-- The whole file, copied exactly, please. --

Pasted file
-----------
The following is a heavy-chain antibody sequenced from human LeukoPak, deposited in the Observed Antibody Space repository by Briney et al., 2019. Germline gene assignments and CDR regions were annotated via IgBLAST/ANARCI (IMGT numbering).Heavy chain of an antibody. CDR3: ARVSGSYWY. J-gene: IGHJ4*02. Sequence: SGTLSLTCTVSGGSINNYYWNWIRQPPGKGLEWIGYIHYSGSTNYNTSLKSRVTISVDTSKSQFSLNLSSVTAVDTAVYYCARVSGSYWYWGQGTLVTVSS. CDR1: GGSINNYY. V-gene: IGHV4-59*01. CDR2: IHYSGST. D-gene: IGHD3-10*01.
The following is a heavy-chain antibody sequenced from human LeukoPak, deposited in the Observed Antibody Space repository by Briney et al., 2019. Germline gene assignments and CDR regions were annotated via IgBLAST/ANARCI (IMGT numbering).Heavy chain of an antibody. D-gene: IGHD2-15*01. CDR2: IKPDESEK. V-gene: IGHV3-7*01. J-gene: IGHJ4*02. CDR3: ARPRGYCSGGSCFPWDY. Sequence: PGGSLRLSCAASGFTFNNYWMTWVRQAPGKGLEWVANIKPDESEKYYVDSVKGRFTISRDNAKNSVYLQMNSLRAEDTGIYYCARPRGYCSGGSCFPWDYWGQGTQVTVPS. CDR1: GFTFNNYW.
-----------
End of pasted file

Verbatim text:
The following is a heavy-chain antibody sequenced from human LeukoPak, deposited in the Observed Antibody Space repository by Briney et al., 2019. Germline gene assignments and CDR regions were annotated via IgBLAST/ANARCI (IMGT numbering).Heavy chain of an antibody. CDR3: ARVSGSYWY. J-gene: IGHJ4*02. Sequence: SGTLSLTCTVSGGSINNYYWNWIRQPPGKGLEWIGYIHYSGSTNYNTSLKSRVTISVDTSKSQFSLNLSSVTAVDTAVYYCARVSGSYWYWGQGTLVTVSS. CDR1: GGSINNYY. V-gene: IGHV4-59*01. CDR2: IHYSGST. D-gene: IGHD3-10*01.
The following is a heavy-chain antibody sequenced from human LeukoPak, deposited in the Observed Antibody Space repository by Briney et al., 2019. Germline gene assignments and CDR regions were annotated via IgBLAST/ANARCI (IMGT numbering).Heavy chain of an antibody. D-gene: IGHD2-15*01. CDR2: IKPDESEK. V-gene: IGHV3-7*01. J-gene: IGHJ4*02. CDR3: ARPRGYCSGGSCFPWDY. Sequence: PGGSLRLSCAASGFTFNNYWMTWVRQAPGKGLEWVANIKPDESEKYYVDSVKGRFTISRDNAKNSVYLQMNSLRAEDTGIYYCARPRGYCSGGSCFPWDYWGQGTQVTVPS. CDR1: GFTFNNYW.